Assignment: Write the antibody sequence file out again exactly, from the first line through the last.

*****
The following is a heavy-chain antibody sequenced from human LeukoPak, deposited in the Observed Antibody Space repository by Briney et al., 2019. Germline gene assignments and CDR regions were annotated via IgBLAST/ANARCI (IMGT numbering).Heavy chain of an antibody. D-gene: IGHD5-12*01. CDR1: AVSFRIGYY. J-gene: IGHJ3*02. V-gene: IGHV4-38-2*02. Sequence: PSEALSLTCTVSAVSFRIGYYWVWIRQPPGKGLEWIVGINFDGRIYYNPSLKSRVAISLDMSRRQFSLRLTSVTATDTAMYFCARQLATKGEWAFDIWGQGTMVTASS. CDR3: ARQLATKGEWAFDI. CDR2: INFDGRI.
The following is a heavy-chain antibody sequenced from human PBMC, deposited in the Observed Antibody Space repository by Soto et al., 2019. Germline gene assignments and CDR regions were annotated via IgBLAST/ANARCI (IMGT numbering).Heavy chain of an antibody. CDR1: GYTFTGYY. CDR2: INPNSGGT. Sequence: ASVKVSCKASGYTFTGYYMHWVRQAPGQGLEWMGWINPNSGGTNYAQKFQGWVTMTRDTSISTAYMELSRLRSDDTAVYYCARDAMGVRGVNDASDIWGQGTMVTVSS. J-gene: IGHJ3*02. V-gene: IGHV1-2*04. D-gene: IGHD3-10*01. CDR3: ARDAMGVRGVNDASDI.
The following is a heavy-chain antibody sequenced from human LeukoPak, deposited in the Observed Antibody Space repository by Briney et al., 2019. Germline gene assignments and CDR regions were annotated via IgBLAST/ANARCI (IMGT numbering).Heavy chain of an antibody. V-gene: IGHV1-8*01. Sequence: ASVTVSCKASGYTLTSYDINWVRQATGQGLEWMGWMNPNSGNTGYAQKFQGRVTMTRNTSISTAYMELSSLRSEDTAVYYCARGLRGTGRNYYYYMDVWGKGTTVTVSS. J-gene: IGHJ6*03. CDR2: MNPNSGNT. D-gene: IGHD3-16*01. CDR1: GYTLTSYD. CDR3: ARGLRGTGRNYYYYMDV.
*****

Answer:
The following is a heavy-chain antibody sequenced from human LeukoPak, deposited in the Observed Antibody Space repository by Briney et al., 2019. Germline gene assignments and CDR regions were annotated via IgBLAST/ANARCI (IMGT numbering).Heavy chain of an antibody. D-gene: IGHD5-12*01. CDR1: AVSFRIGYY. J-gene: IGHJ3*02. V-gene: IGHV4-38-2*02. Sequence: PSEALSLTCTVSAVSFRIGYYWVWIRQPPGKGLEWIVGINFDGRIYYNPSLKSRVAISLDMSRRQFSLRLTSVTATDTAMYFCARQLATKGEWAFDIWGQGTMVTASS. CDR3: ARQLATKGEWAFDI. CDR2: INFDGRI.
The following is a heavy-chain antibody sequenced from human PBMC, deposited in the Observed Antibody Space repository by Soto et al., 2019. Germline gene assignments and CDR regions were annotated via IgBLAST/ANARCI (IMGT numbering).Heavy chain of an antibody. CDR1: GYTFTGYY. CDR2: INPNSGGT. Sequence: ASVKVSCKASGYTFTGYYMHWVRQAPGQGLEWMGWINPNSGGTNYAQKFQGWVTMTRDTSISTAYMELSRLRSDDTAVYYCARDAMGVRGVNDASDIWGQGTMVTVSS. J-gene: IGHJ3*02. V-gene: IGHV1-2*04. D-gene: IGHD3-10*01. CDR3: ARDAMGVRGVNDASDI.
The following is a heavy-chain antibody sequenced from human LeukoPak, deposited in the Observed Antibody Space repository by Briney et al., 2019. Germline gene assignments and CDR regions were annotated via IgBLAST/ANARCI (IMGT numbering).Heavy chain of an antibody. V-gene: IGHV1-8*01. Sequence: ASVTVSCKASGYTLTSYDINWVRQATGQGLEWMGWMNPNSGNTGYAQKFQGRVTMTRNTSISTAYMELSSLRSEDTAVYYCARGLRGTGRNYYYYMDVWGKGTTVTVSS. J-gene: IGHJ6*03. CDR2: MNPNSGNT. D-gene: IGHD3-16*01. CDR1: GYTLTSYD. CDR3: ARGLRGTGRNYYYYMDV.